This is what Autocar concluded from the success of the Wuling Hongguang Mini EV in China.
Autocar decided to dwell on the success of the Wuling Hongguang Mini EV in China. In a country with a Tesla factory, it could seem strange that a small and limited electric car is selling more than the Model 3. The Wuling is a much cheaper vehicle, for sure, but that does not explain it all. A change in driving habits would be the main cause, according to Jim Holder.
Curiously, we have recently encouraged you to read a Byron Hurd’s text about the commuting culture. The author argued the COVID-19 pandemic showed we could avoid it for people that do not need to leave their homes to work. Although both things may not seem related, they are.
Holder starts his text by talking about the pandemic implications in China and how the EV market share there grew less than it did worldwide in 2020. Then he stresses that there is an expectation that they will increase their slice there by 50 percent, which would make them correspond to 10 percent of new car sales. Although the Model Y is already for sale there, the Mini EV would be the star in such a growth process.
The affordable little electric car is part of the Hongguang family, which started with a minivan in 2010. That’s similar to what Ford did with the Mustang and the Mustang Mach-E: associate a new product with a known nameplate. Now in its second generation, the Hongguang has the Hongguang Plus (a larger and more expensive derivative) and the Hongguang Mini EV.
Without naming the reasons for its success or why it indicates a change in driving habits, Holder points to the car’s success as a sign that it will happen everywhere, something in which export plans for the Wuling will help. But will that happen?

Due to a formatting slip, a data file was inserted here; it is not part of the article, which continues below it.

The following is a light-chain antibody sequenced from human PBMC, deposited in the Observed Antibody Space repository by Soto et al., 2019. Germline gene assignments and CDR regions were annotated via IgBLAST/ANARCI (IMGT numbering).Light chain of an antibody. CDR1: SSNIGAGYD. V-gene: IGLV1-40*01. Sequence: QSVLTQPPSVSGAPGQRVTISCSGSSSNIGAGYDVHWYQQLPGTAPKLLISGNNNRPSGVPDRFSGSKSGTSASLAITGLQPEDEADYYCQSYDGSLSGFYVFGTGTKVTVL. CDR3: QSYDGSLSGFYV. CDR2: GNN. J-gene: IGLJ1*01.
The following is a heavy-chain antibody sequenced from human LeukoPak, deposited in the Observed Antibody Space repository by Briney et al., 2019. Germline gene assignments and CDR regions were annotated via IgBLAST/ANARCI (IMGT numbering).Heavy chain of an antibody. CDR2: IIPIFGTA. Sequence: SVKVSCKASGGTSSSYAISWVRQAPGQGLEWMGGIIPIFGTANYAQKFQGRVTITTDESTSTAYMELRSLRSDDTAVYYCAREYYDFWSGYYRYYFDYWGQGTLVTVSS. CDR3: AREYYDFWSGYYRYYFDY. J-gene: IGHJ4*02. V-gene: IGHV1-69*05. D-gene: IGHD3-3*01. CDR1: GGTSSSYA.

Its success in China is intriguing to everybody. The Mini EV is a good replacement for bikes and motorcycles. It is something to buy groceries, go to the doctor, and even pick up the kids at school (if you trust it is a safe machine).
Someone could argue it is also well suited for commuting, but even that would imply a change in the way people go to the office every day. The Mini EV is not a flashy car to make your neighbors or peers envious of your achievements, like a business card on wheels. It is basic short-range personal transportation.
If small cars were the best way to do that, Daimler would have never tried to sell Smart and eventually made a partnership with Geely. European and even American cities would be crowded with Fortwos or Forfours, and the company would be a gold mine. That’s not what happened.
One component Smart cars did not have and the Wuling does is the low price. That made people choose to buy larger vehicles for the same value, probably to have literally more car for the money. Yet, that would make the Wuling sell way less than it currently does in its home market – or the Ora R1, the world’s cheapest EV, be a hit from day one.
There’s something about the Wuling Hongguang Mini EV that no review so far has managed to understand. It seems to be as trendy in China as the original Mini was in the UK. With that in mind, we confess we missed Holder making a parallel between the Chinese EV and the original Mini. It exists even in the name, although the tiny 12-inch wheels with 145/70 R12 tires made an immediate connection between them – and they are larger than the 10-inch wheels Alec Issigonis managed to put in the Mini.
The dimensions are also very similar: 2.92 meters for the Wuling and 3.05 m for the first Mini. Both also seat four people and are extremely light. The Mini EV weighs 665 kg, while the Mini started its career with 580 kg – something the Dacia Spring proved to be crucial for energy efficiency. The main difference is that the Wuling is a rear-wheel-drive car, while the Mini turned the front-wheel-drive into the standard for small combustion-engined cars.
Although Holder did not refer to the death of commuting as the COVID-19 pandemic presented, it seems a perfect fit. If people just have to move around for daily tasks, they do not need much more than what the Mini EV offers.
Remembering another story, this is the only situation in which Markus Duesmann would be right about smaller battery packs. Audi’s CEO claimed EVs would stop chasing bigger batteries and more range, but that only makes a change of habits when it comes to daily transportation needs. Road trips will still demand that family cars have more range.
Anyway, the Autocar text shows the Wuling Hongguang Mini EV is a phenomenon that still needs a decent explanation. May Chinese market analysts present more information on why it is going so well there and why it could be successful in other markets. We’re waiting.